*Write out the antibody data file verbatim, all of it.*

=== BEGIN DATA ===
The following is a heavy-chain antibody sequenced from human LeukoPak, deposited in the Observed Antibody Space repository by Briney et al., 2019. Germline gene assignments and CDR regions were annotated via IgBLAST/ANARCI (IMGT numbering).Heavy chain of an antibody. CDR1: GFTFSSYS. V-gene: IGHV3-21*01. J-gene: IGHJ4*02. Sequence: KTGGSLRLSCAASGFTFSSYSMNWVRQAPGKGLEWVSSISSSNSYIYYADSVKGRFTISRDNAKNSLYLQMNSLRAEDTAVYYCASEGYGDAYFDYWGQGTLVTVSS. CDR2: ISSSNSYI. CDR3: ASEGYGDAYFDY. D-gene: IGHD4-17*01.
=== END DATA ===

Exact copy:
The following is a heavy-chain antibody sequenced from human LeukoPak, deposited in the Observed Antibody Space repository by Briney et al., 2019. Germline gene assignments and CDR regions were annotated via IgBLAST/ANARCI (IMGT numbering).Heavy chain of an antibody. CDR1: GFTFSSYS. V-gene: IGHV3-21*01. J-gene: IGHJ4*02. Sequence: KTGGSLRLSCAASGFTFSSYSMNWVRQAPGKGLEWVSSISSSNSYIYYADSVKGRFTISRDNAKNSLYLQMNSLRAEDTAVYYCASEGYGDAYFDYWGQGTLVTVSS. CDR2: ISSSNSYI. CDR3: ASEGYGDAYFDY. D-gene: IGHD4-17*01.